Africa's women hail female Liberian leader
African women on Friday acclaimed Liberia’s Ellen Johnson-Sirleaf as a beacon of greater influence for their sex and a source of new hope for peace in a continent wracked by male-dominated conflict.
Activists hailed the presidential vote in favour of Johnson-Sirleaf, who held an unbeatable lead in the West African state of Liberia, torn by years of civil war.
Johnson-Sirleaf, a Harvard-educated economist, gained 59,4% of votes cast in Tuesday’s second round to 40,6% obtained by her opponent, Liberian-born international soccer star George Weah, according to official figures.
If confirmed as president, she would be Africa’s first elected woman leader.
“This shows that if we put our minds to things, we can get to the highest positions,” said Tsitsi Matekaire, director of the Women in Politics Support Unit, a Zimbabwean group lobbying for increased participation of women in decision-making in politics.
“We can actually fight and make it ... that’s really tremendous.”
“Other African countries should learn from Liberia and give women responsible jobs,” said Shamin Khan, Tanzania’s Deputy Minister for Community Development, Gender and Children.
“With women in leadership position, Africa will see a difference instead of continuing conflict and wars during the rule of men.”
Marie-Madeleine Kalala, Human Rights Minister in the transitional government of the Democratic Republic of Congo, another country recently gripped by civil war, said Johnson-Sirleaf’s victory is a cause of joy and pride to the women of Africa.
These, she said, “were henceforth determined as never before to reverse the trend and influence their countries’ politics”.
Asha Ahmed Abdalla, a woman who once vied for power in yet another war-torn country, Somalia, said: “The world is a better place when run by a woman.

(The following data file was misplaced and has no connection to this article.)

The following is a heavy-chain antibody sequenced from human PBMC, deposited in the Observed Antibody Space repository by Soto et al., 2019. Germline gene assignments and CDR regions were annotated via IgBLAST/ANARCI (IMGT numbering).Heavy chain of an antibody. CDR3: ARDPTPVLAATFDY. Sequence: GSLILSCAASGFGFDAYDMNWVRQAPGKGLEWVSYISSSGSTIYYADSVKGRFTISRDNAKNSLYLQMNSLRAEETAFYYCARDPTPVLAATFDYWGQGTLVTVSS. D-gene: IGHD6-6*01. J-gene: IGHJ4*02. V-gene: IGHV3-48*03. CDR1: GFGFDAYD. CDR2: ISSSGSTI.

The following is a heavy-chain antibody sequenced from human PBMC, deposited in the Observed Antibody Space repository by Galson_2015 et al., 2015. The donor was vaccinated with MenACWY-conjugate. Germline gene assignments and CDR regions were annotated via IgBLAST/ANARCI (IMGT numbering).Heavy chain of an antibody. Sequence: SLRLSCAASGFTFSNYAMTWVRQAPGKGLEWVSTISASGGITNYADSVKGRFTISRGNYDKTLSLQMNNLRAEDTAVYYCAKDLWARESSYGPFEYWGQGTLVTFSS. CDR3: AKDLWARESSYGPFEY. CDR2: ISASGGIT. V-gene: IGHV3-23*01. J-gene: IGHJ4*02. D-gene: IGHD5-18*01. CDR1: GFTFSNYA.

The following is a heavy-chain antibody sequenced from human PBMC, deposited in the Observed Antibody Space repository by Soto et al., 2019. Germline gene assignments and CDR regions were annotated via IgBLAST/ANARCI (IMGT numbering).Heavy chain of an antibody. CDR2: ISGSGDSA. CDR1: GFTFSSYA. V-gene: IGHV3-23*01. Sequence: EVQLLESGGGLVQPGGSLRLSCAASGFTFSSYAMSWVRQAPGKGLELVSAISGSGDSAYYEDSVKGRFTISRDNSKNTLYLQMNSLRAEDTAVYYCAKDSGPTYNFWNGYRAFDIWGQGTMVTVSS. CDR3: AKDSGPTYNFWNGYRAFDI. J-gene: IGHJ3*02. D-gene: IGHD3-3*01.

“The presidency in Liberia and the first woman chancellor in Germany are glorious moments for the whole female community in the world,” she said in a reference to the appointment of Germany’s first woman government leader, Angel Merkel.
“If I were elected president, I would have promoted peace and democracy rather than supporting continuation of civil strife like the male leaders in Somalia,” Abdalla added.
“Margaret Thatcher, Benazir Bhutto and Mary Robinson contributed to the advancement of civilisation in their country as well as in the world,” she said referring to past women leaders of Britain, Pakistan and Ireland, respectively.
“Women are less corrupted than their male counterparts,” Abdalla said.
In Uganda, lawmaker and woman activist Miria Matembe said Johnson-Sirleaf’s victory is “great and wonderful. It would have been terrible that such a highly qualified and competent person could be defeated by a mere footballer.”
In the Liberian capital, Monrovia, angry supporters of Johnson-Sirleaf’s rival, Weah, protested on Friday at what they said were fraudulent results.
Thousands marched past the headquarters of the National Elections Commission, under heavy guard by riot gear-clad United Nations and national police officers, even as results from 97% of polling stations were announced.
Another Ugandan activist, Sarah Mukasa of the NGO Akina Mama wa Afrika (African Mothers), called Johnson-Sirleaf’s victory a landmark fight for women in Africa.
“She has endured a lot of abuse and ridicule just because she is a woman,” Mukasa said. “I am happy that for the first time at the summit of African leaders one out of the 53 heads of state will be a woman.”
In Abidjan in CÃ´te d’Ivoire—yet another strife-torn state—Salimata Porquet, of the International Forum of Women for Peace, Equality and Development, said: “If the Liberians have placed their faith in Ellen Johnson-Sirleaf, it’s because they know they can always withdraw it ... she is a woman who has shown her mettle in the politics of Liberia.
“We are convinced this woman will bring peace to Liberia because she is first of all a woman, then a mother, she has her woman’s intuition and she’s got brains.”—Sapa-AFP